Jodi Picoult, the outspoken author of 'ethical fiction', has written 19 novels and topped the New York Times bestseller list on five different occasions.
Her latest book Lone Wolf follows Luke Baxter, a man obsessed with wolves who goes into a coma following a car accident. It traces the dilemma then faced his children in trying to decide whether to keep him alive artificially or let him die.
Here she talks about researching the book in Devon, and expresses her opinions on everything from assisted suicide to the current trend for self-publishing.
You researched Lone Wolf in the UK with real-life wolf man Shaun Ellis – what was that like?
Amazing. Sean - like the character in the book, Luke - actually went out and lived with a wild wolf pack in Canada. He spent a year living in the Rockies. I met him at a wildlife preserve in Devon with 6 captive packs of wolves. He took me to the fence right up next to them, though it wasn’t safe to go inside. He told me how to stand and where to crouch so they’d smell us. He also told me not to poke my fingers over the side because they’d strip them to the bone – oh, and not to let my heart rate go up because they’ll notice! But they were unbelievably interesting to watch. If you look at them closely, animals, they look as if they know everything about you. It was pretty phenomenal.
Do you enjoy researching your books?
I love it. You get some much inspiration from a day’s research – for example, the title of this novel came from a story Sean told me about the historical lone wolf, which came from the idea that a pack of two is so infinitely stronger than a pack of one. It became a metaphor for what happens with the family in the book.
Lone Wolf addresses that dreadful dilemma of families keeping loved ones alive artificially. Did this come out of a personal experience?
It actually came from a time about a decade ago when I was on a plane next to a man who was a neurosurgeon. He was talking about these traumatic brain injury cases and the life decisions that have to be made around them, and I talked to him for about half an hour and I said: “I’m going to write a book about this one day”. This was when nobody knew I was writing anything. Anyway I called him and he said “oh of course I remember you! I follow your career, you’ve done very well for yourself!”. He really helped me either do the medical research I needed from a neurology standpoint. But aside from that, although I’ve not lived through the situation myself, talking with my parents about do not resuscitate orders and living wills meant I got to a point in my life where this situation, this problem, was becoming a more compelling to me.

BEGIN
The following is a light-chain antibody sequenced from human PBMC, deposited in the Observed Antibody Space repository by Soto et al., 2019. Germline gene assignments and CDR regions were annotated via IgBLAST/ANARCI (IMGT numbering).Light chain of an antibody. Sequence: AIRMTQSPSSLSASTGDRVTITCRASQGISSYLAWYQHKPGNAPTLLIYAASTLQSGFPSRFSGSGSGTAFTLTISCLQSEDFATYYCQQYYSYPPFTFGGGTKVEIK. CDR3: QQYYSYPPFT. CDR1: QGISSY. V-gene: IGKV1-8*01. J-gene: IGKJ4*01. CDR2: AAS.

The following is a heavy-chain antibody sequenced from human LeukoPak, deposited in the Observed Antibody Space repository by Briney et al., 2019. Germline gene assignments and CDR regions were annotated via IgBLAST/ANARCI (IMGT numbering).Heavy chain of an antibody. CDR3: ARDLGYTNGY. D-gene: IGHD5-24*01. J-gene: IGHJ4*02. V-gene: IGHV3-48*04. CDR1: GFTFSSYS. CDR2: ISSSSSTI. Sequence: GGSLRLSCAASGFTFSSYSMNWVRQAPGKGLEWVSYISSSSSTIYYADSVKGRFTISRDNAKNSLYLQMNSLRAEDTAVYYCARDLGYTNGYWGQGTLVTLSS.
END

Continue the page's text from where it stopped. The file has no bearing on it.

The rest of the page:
How do you feel about assisted suicide?
I have very strong beliefs in favour of that. I actually was on a TV show in England and I was talking about this. An interesting little fact about assisted suicide for example, is that in the state of Oregon they passed a referendum to make it legal, and the first year they did it there were approximately 100 prescriptions that people who had a terminal illness and asked their doctors to write out a prescription so that they could get the medication if they decided they wanted it. After 100 prescriptions had been issued, only 2 of them were actually sold. This is really interesting because I think it means what people were looking for was just the control over the situation.
It’s a big issue here in the UK...
Yeah, and in America too. Any time you talk about playing God you have the religious right up in arms, it doesn’t matter if it’s the beginning of the spectrum on abortion or right now – ridiculously - on contraception.
So you’ve potentially waded in to quite choppy waters with this book?
Well, this is a piece of cake compared to last year’s book [2011’s Sing You Home] which was about gay rights in America, a much more controversial topic. I still get emails from people who identify themselves as conservative Christians – who have not read the book because they refuse to - telling me that I’m giving Christianity a bad name. So far I haven’t had a single contentious email about Lone Wolf, just a lot of people writing to say they now have a living will, or that they have become organ donors, which is great.
After 19 books, how do you evaluate your own best work? By how well you felt it was written, or by the impact it has on people’s lives?
I’d say the latter. A book for me has two things it’s got to do, it has the impact on people but it also has to be the best work I could do at the given moment. And I don’t want to phone in a performance, I don’t want to hire people to write my books, the way many fiction authors are doing now.
What do you say to people who want to emulate your success and want to be writers themselves?
My current advice is to not self-publish. It’s still too hard for people to separate the wheat from the chaff, and what you miss out on is the marketability that is afforded to you by a brick and mortar publisher. There’s a lot of crap out there, and one day we may find a way to segregate well written self published fiction from that stuff which anyone can throw on Amazon, but I just don’t think we’re there yet. Let me put it to you this way. The anomalies of self published fiction, the Amanda Hockings of this world - what did they do with their next book? Do they self publish it? No - they make sure they get a publisher.
Lone Wolf by Jodi Picoult is published in hardcover at £18.99 by Hodder & Stoughton.
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